Another theme we are going to see throughout our book is the idea of individual and organizational learning. One of the most eye-opening ideas… but looking back one of the most obvious… is that people have to go through steps in the learning process. We can’t come along and say… go be agile. We can’t just explain what it means to be an agile leader and talk about the principles behind agile teams… we need an action plan.
This idea hit me in the face like a sledgehammer a few years ago when I brought a new project manager into our organization. I spent hours talking to this guy about principles and patterns and how I wanted him to think about doing his work. What I really needed was to give him guidance on what to do… he would learn the principles and practices while DOING. Cockburn talks about the Shu-Ha-Ri principles… we have to go from having one way… to many ways… to blending ways. From apprentice… to journeyman… to mastery.
Action Strategy: To get better predictability we need to design and plan the entire project up front
Consequence: Projects are slower and more expensive then planned, have more customer expectation and product quality risk, and result in low trust people hostile environments.
In single loop learning, we go back and try to improve design and planning to manage the governing variable.
In double loop learning, we go explore the false assumptions we have made regarding the governing variable about how to meet the needs of our clients.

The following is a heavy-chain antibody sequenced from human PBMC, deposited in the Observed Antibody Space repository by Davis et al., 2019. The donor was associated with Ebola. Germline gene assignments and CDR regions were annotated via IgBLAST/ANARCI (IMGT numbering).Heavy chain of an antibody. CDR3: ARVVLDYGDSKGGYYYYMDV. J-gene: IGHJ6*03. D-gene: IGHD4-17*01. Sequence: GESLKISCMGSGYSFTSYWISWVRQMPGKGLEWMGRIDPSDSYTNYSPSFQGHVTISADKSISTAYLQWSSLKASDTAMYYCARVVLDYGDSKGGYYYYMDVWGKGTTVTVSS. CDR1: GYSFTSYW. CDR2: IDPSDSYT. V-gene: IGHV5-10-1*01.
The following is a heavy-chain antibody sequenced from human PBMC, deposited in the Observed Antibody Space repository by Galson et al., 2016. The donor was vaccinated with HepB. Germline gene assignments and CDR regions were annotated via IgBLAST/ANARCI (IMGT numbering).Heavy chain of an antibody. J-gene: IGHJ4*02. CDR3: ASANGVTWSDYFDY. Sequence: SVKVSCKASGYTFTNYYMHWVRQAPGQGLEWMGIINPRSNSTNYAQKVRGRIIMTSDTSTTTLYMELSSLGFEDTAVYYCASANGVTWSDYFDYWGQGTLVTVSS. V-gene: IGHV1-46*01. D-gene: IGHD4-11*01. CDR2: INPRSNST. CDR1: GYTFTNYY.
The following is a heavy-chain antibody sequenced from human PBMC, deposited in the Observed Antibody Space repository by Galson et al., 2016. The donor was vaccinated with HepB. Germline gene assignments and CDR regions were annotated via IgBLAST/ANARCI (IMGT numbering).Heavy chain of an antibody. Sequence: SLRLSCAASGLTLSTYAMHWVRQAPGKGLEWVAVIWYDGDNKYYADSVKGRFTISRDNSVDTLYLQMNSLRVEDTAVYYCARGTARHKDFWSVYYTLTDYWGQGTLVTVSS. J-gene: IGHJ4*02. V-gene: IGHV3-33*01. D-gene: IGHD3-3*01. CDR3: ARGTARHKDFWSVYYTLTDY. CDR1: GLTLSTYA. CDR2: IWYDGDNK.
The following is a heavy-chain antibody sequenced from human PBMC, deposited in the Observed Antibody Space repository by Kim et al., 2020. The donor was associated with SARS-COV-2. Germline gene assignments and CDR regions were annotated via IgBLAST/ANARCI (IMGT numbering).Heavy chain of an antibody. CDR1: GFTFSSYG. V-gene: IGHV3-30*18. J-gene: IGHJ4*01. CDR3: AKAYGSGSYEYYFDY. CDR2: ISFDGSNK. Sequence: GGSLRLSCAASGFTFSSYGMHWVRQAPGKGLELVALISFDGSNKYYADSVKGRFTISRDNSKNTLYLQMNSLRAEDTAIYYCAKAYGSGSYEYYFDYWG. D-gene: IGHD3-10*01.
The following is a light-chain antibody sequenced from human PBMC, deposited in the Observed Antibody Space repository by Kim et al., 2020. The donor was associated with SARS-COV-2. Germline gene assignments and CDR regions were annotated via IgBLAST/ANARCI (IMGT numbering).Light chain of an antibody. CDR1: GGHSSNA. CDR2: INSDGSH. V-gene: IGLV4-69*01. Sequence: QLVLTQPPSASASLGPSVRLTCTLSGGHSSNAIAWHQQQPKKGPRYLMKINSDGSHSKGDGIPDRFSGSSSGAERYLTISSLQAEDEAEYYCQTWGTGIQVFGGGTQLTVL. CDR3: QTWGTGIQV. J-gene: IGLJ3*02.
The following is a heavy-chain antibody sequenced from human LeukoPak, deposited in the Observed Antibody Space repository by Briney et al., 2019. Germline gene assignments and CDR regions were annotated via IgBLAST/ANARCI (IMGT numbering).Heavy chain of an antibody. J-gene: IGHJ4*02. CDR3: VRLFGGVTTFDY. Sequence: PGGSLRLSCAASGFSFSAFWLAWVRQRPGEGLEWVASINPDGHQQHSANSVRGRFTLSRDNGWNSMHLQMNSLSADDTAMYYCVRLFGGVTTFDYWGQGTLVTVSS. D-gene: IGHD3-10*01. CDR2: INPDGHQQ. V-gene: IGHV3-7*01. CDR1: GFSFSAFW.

Here is my rather cynical response… Dennis’ example is better:
Governing Variable: We need better requirements so the developers know what to build
Action Strategy: Tell the Product Managers they need to turn into Product Owners and sit with the team.
Consequence: Product Manager/Owners are not able to dedicate their time to the team and we end up with no product owners and no documentation.
In single loop learning, we might try to pressure the organization to dedicate the product owner or maybe provide product owner training to our Product Managers.
In double loop learning, we go explore the false assumptions around the idea of the single-wringable neck and take a look at implementing product owner teams.
We see examples of single-loop learning and double-loop learning in both traditional and agile organizations. We believe that you have to intentionally create an environment for this kind of organizational learning to take place. We are going to explore some of these governing variables… we are going to look at our false assumptions… we are going to put together a framework that embraces this idea of double-loop learning and reinforces sustainable organizational change.